The heart and soul of the sky

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The BV’s night sky photographer and columnist Rob Nolan makes a welcome return – and introduces the Soul Nebula from within Cassiopeia

Folks, I’m back, and I apologise for the few months absence! Life events got in the way, as they invariably do. However, the nights are drawing in, and that means it’s definitely time to get the cover off the scopes!
To celebrate my return, I thought I’d show a new part of the sky that I’ve not imaged until recently. I do have a habit of going back to old favourites, which is easy to do when you acquire new scopes or cameras (yes, that’s right, more money has been spent – whoops!) so you may see some familiar objects if you’re a long term reader, but I promise they’ll be bigger and better than before!
This month’s image (opposite) is a close up on the eastern part of the Soul Nebula (also known as Westerhout 5), an emission nebula located in the constellation Cassiopeia. It forms part of a famous pair known as the Heart and Soul with the neighbouring Heart Nebula (IC 1805). The Soul Nebula is sometimes also known as the Embryo Nebula or IC 1848, which is a designation used for the open star cluster within it.
The Soul Nebula is being carved out by the stellar winds from the stars embedded within it, a process that leaves behind large pillars of material pointing inwards. These pillars are very dense and have stars forming at their tips. Each pillar spans about ten light years.
This image was taken using my new Skywatcher Maksutov Newtonian telescope, the 190-MN DS-Pro, which is a hybrid imaging scope that provides better image quality than my previous 200PDS Newtonian, which I will miss dearly!
At around six and a half hours of data, you can clearly make out the features that give the nebula its unique name in the night sky.

The night sky, October 2022 – Rob’s guide for your stargazing this month:

There have been some great celestial events over the last few months during my absence, but there’s still time to catch some of them if you haven’t already. Most notably, on 26th September Jupiter reached opposition and was closer to Earth than it has been in the past 59 years. There really has never been a better time to grab your binoculars (or telescopes) and take a peek to spot the giant planet and its moons.
This month, we’ll be treated to meteor showers and a partial eclipse. It’s going to be a busy month! On the 8th of October, look out for the moon as it passes under Jupiter, shining very brightly in the sky at the moment due to its close proximity.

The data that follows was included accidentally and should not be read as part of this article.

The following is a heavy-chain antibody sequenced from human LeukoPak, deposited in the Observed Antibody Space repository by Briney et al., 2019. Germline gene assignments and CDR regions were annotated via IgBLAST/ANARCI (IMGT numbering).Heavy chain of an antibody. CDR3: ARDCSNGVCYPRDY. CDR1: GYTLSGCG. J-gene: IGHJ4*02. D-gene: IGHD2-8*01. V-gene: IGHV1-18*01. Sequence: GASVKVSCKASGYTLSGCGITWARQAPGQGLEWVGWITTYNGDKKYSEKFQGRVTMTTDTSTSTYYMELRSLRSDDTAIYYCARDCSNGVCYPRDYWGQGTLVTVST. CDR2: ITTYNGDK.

On 12th and 14th October, the waning moon will pass by the Pleiades, Aldebaran and Mars. In September there was an excellent conjunction of the Moon, Jupiter and Saturn, which all lined up nicely in the sky.
I did manage to capture that while in the Outer Hebrides in Scotland on holiday – the skies are very dark up there!
On the nights of 21st and 22nd of October, our annual pass through the debris from Halley’s Comet creates a potentially great ‘shooting stars’ display in our night skies until around 3:30am, when the Moon will rise. If it’s a clear night, the meteor shower is definitely one to wrap up warm for and go and look at.
On 24th October, before dawn is a good time to go and look at Mercury as it lies under a crescent Moon. This is best observed through binoculars.
On 25th October during the day, we’ll experience a partial solar eclipse, in which around 15 per cent of the Sun will be covered.
Visible from the UK, Europe, North East Africa and the Middle East, the eclipse will start at around 10am, with the maximum coverage occurring around 10:57am and ending at 11:45am. Never look directly at the sun! Always use appropriate protection such as solar eclipse glasses or an appropriate solar filter with a telescope.
At the end of the month another meteor shower starts to become visible. The usually mediocre Taurids meteor shower, created by Encke’s Comet, this year has the potential to produce Hallowe’en fireballs in the skies, as we pass through a dense region of debris from the comet.
They’ll peak in November, so we’ll mention that in the next issue.
It’s nice to be back, folks!

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